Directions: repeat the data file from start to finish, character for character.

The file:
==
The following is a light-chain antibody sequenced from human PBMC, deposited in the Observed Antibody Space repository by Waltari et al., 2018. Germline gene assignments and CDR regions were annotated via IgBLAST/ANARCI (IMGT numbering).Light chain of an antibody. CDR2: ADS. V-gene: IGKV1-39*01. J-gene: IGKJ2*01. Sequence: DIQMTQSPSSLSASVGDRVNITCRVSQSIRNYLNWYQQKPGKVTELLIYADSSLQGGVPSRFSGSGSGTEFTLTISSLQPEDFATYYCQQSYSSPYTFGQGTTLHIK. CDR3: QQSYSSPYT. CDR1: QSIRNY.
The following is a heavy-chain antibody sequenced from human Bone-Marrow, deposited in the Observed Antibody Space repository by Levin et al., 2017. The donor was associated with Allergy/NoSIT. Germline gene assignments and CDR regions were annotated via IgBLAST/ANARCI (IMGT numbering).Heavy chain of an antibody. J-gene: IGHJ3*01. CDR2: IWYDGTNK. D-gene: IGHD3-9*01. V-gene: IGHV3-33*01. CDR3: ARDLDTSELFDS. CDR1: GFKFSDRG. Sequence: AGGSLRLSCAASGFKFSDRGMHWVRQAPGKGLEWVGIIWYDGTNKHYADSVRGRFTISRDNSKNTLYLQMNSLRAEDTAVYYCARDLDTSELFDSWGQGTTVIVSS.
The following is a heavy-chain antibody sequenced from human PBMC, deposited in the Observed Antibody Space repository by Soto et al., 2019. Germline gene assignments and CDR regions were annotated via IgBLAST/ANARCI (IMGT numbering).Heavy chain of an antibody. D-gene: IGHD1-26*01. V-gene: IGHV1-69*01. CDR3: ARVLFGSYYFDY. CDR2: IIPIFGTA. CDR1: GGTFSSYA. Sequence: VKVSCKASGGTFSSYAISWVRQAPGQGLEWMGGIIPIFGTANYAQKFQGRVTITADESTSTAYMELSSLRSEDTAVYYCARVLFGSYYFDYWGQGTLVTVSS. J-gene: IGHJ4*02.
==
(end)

The following is a light-chain antibody sequenced from human PBMC, deposited in the Observed Antibody Space repository by Waltari et al., 2018. Germline gene assignments and CDR regions were annotated via IgBLAST/ANARCI (IMGT numbering).Light chain of an antibody. CDR2: ADS. V-gene: IGKV1-39*01. J-gene: IGKJ2*01. Sequence: DIQMTQSPSSLSASVGDRVNITCRVSQSIRNYLNWYQQKPGKVTELLIYADSSLQGGVPSRFSGSGSGTEFTLTISSLQPEDFATYYCQQSYSSPYTFGQGTTLHIK. CDR3: QQSYSSPYT. CDR1: QSIRNY.
The following is a heavy-chain antibody sequenced from human Bone-Marrow, deposited in the Observed Antibody Space repository by Levin et al., 2017. The donor was associated with Allergy/NoSIT. Germline gene assignments and CDR regions were annotated via IgBLAST/ANARCI (IMGT numbering).Heavy chain of an antibody. J-gene: IGHJ3*01. CDR2: IWYDGTNK. D-gene: IGHD3-9*01. V-gene: IGHV3-33*01. CDR3: ARDLDTSELFDS. CDR1: GFKFSDRG. Sequence: AGGSLRLSCAASGFKFSDRGMHWVRQAPGKGLEWVGIIWYDGTNKHYADSVRGRFTISRDNSKNTLYLQMNSLRAEDTAVYYCARDLDTSELFDSWGQGTTVIVSS.
The following is a heavy-chain antibody sequenced from human PBMC, deposited in the Observed Antibody Space repository by Soto et al., 2019. Germline gene assignments and CDR regions were annotated via IgBLAST/ANARCI (IMGT numbering).Heavy chain of an antibody. D-gene: IGHD1-26*01. V-gene: IGHV1-69*01. CDR3: ARVLFGSYYFDY. CDR2: IIPIFGTA. CDR1: GGTFSSYA. Sequence: VKVSCKASGGTFSSYAISWVRQAPGQGLEWMGGIIPIFGTANYAQKFQGRVTITADESTSTAYMELSSLRSEDTAVYYCARVLFGSYYFDYWGQGTLVTVSS. J-gene: IGHJ4*02.